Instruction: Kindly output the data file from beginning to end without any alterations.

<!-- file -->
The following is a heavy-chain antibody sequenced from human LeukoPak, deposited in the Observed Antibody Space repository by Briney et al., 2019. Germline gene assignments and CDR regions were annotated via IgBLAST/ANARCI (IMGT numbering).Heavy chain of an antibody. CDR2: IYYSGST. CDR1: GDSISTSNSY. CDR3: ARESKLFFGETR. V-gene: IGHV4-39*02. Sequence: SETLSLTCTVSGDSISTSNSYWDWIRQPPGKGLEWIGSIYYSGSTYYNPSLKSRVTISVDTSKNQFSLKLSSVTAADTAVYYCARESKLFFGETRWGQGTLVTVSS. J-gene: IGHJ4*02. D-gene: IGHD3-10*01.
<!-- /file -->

The following is a heavy-chain antibody sequenced from human LeukoPak, deposited in the Observed Antibody Space repository by Briney et al., 2019. Germline gene assignments and CDR regions were annotated via IgBLAST/ANARCI (IMGT numbering).Heavy chain of an antibody. CDR2: IYYSGST. CDR1: GDSISTSNSY. CDR3: ARESKLFFGETR. V-gene: IGHV4-39*02. Sequence: SETLSLTCTVSGDSISTSNSYWDWIRQPPGKGLEWIGSIYYSGSTYYNPSLKSRVTISVDTSKNQFSLKLSSVTAADTAVYYCARESKLFFGETRWGQGTLVTVSS. J-gene: IGHJ4*02. D-gene: IGHD3-10*01.